Church of Sweden, Episcopal Church celebrate partnership and common mission

[Episcopal News Service] The longstanding partnership between The Episcopal Church and the (Lutheran) Church of Sweden was formally celebrated during a Eucharist service at Uppsala Cathedral on Nov. 18 at the close of the church’s General Synod.

Former Episcopal Church Presiding Bishop Katharine Jefferts Schori joined the celebration, during which Church of Sweden Archbishop Antje Jackelén offered a prayer for The Episcopal Church and Jefferts Schori offered one for the Church of Sweden.

“The relationship between the Svenska Kyrkan and The Episcopal Church has been a gift to both for nearly three centuries.  Recognizing and affirming that as a full-communion relationship will enable us to be far stronger partners in God’s mission,” said Jefferts Schori, in an e-mail message following the service. “We share a great deal, beginning with histories of migration, and we have very similar ways of worship, doing theology, and engaging ecumenical and interreligious dialogue.

“This is a living partnership which will undoubtedly grow far deeper in coming years, particularly in this season in ministry with migrants, where we meet Jesus in the other.”

The Episcopal Church and the Church of Sweden have for centuries have been in relationship.

“The churches have had good relations for quite a long time,” said Jackelén, in a news clip. “We have taken it for granted. Now we feel it is time to look into the process and see how we can further our partnership.”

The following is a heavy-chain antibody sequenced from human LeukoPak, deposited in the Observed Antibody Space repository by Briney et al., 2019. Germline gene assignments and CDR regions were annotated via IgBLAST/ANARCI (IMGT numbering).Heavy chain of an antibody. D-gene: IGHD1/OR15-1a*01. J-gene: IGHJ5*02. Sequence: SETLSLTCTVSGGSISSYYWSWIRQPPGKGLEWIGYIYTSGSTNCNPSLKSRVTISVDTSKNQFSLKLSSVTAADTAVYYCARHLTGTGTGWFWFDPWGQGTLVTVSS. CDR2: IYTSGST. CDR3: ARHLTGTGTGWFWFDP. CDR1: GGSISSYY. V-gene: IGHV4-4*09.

The relationship between the two churches dates to the mid-18th century, when in Delaware, New Jersey and Pennsylvania there were some instances of Eucharistic sharing and priests serving across denominations without re-ordination.

“Both churches are actively involved in the striving for greater unity between Christians in the ecumenical movement,” according to a declaration read during the Nov. 18 service. “We desire to deepen this fellowship. We ask God at this moment to bless this undertaking and give the Episcopal Church and the Church of Sweden the grace to serve the Gospel of Jesus Christ together when it is called for. We will pray for each other.”

During her nine-year term as presiding bishop, Jefferts Schori, whose great-grandparents emigrated from Sweden to the United States in the late 19th century, visited the Church of Sweden several times and encouraged the relationship and cooperation between the two churches to be deepened.

During a Nov. 15-18 visit to Sweden, she was joined by the Rev. Chuck Robertson, canon to the presiding bishop for ministry beyond The Episcopal Church, and the Rev. Margaret Rose, ecumenical and interreligious officer for The Episcopal Church. Earlier in the week, they attended the Church of Sweden’s General Synod and visited Katerina Church in Stockholm, which is working with the local mosque and Islamic Relief to house refugees and provide immigration assistance.